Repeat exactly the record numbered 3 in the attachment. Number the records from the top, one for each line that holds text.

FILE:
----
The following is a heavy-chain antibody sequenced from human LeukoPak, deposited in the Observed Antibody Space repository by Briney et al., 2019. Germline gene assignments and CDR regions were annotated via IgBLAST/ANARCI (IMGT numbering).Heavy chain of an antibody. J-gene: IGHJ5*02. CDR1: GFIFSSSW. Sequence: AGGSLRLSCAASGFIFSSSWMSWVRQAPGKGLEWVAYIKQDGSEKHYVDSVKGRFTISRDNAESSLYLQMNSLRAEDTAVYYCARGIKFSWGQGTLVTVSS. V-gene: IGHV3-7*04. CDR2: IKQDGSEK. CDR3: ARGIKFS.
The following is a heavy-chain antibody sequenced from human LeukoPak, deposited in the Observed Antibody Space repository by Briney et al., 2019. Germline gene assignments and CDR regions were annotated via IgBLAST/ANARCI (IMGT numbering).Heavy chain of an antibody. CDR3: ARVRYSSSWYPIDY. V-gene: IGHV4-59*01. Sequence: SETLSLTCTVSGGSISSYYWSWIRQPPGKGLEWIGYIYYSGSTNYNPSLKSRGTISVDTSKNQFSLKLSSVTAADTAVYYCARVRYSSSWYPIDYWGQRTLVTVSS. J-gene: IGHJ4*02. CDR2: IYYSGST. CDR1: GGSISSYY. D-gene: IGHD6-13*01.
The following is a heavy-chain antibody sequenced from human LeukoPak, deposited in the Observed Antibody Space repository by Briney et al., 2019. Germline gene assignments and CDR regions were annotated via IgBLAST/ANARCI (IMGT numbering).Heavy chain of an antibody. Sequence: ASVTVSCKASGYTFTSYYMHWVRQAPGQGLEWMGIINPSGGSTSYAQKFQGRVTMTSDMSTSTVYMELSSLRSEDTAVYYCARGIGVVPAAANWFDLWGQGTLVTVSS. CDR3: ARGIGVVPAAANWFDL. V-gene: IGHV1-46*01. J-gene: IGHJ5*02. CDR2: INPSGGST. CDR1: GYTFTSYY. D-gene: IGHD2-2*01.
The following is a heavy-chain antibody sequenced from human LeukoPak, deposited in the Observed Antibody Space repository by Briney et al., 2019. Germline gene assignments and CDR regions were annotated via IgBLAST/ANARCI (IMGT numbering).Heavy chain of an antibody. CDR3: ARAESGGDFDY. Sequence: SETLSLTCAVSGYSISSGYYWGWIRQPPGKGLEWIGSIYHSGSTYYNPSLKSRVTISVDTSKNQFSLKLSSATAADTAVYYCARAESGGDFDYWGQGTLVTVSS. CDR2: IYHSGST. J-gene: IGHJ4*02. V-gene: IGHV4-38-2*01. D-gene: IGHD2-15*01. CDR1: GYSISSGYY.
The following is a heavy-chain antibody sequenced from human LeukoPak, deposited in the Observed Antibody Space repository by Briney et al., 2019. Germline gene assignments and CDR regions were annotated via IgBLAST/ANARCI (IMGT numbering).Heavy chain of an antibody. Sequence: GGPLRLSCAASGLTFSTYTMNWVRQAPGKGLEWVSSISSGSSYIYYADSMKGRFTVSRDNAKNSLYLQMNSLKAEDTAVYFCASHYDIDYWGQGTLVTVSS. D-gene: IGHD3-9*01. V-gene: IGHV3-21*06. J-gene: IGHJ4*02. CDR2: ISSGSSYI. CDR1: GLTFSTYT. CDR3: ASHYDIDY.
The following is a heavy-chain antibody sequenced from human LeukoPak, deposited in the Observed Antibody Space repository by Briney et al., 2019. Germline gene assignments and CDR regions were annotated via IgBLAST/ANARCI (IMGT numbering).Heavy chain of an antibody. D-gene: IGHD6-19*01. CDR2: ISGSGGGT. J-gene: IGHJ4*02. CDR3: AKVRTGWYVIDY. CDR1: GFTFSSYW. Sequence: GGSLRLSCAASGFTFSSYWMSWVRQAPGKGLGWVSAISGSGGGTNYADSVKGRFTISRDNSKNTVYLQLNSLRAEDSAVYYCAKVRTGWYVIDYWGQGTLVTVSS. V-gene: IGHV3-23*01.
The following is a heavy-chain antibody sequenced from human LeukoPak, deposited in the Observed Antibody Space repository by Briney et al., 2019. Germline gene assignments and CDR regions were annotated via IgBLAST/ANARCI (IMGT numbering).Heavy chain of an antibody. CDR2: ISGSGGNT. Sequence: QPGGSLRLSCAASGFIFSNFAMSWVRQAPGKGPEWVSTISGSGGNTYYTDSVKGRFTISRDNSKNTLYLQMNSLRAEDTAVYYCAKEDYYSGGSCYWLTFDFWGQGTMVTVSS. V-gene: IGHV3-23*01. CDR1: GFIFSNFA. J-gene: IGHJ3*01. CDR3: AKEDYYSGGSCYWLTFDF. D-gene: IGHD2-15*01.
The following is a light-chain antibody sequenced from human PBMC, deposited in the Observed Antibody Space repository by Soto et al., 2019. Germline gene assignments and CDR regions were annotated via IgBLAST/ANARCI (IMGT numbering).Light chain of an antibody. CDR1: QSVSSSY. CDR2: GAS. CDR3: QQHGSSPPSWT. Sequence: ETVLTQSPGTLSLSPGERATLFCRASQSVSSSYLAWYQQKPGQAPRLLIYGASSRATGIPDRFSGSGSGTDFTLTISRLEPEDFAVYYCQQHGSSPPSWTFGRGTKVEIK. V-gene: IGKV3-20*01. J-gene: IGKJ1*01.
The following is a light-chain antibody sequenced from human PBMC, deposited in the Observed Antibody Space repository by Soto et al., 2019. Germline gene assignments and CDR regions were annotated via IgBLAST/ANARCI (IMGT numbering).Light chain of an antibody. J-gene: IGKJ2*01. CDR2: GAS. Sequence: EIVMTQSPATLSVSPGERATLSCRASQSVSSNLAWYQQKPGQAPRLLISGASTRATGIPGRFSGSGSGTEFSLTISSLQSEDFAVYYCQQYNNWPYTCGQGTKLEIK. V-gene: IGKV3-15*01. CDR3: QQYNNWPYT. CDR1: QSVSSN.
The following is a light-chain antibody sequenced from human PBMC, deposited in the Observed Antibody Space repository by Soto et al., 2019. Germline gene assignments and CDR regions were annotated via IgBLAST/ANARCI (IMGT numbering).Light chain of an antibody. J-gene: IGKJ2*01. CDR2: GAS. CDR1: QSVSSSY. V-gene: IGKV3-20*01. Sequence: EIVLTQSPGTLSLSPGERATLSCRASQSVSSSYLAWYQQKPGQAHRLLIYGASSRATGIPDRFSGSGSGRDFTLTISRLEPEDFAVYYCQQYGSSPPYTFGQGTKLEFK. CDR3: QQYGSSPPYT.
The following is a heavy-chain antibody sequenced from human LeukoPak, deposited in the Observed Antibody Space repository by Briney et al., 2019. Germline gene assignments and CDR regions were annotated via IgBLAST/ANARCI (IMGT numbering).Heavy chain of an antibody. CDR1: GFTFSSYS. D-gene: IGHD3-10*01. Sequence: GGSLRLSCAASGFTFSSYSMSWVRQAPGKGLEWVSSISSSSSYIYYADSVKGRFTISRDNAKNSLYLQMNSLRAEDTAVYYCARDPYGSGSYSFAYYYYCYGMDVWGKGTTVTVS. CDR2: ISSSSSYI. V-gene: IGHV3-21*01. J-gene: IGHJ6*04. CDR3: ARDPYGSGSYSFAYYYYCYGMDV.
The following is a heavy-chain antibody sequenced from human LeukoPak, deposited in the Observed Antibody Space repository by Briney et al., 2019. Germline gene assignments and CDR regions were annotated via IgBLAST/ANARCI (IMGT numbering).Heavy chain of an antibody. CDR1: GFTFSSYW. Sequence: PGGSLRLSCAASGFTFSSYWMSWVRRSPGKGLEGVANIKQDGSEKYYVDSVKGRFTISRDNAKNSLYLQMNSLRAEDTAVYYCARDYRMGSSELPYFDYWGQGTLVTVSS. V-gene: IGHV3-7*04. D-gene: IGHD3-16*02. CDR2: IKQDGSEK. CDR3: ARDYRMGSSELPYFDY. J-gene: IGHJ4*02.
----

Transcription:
The following is a heavy-chain antibody sequenced from human LeukoPak, deposited in the Observed Antibody Space repository by Briney et al., 2019. Germline gene assignments and CDR regions were annotated via IgBLAST/ANARCI (IMGT numbering).Heavy chain of an antibody. Sequence: ASVTVSCKASGYTFTSYYMHWVRQAPGQGLEWMGIINPSGGSTSYAQKFQGRVTMTSDMSTSTVYMELSSLRSEDTAVYYCARGIGVVPAAANWFDLWGQGTLVTVSS. CDR3: ARGIGVVPAAANWFDL. V-gene: IGHV1-46*01. J-gene: IGHJ5*02. CDR2: INPSGGST. CDR1: GYTFTSYY. D-gene: IGHD2-2*01.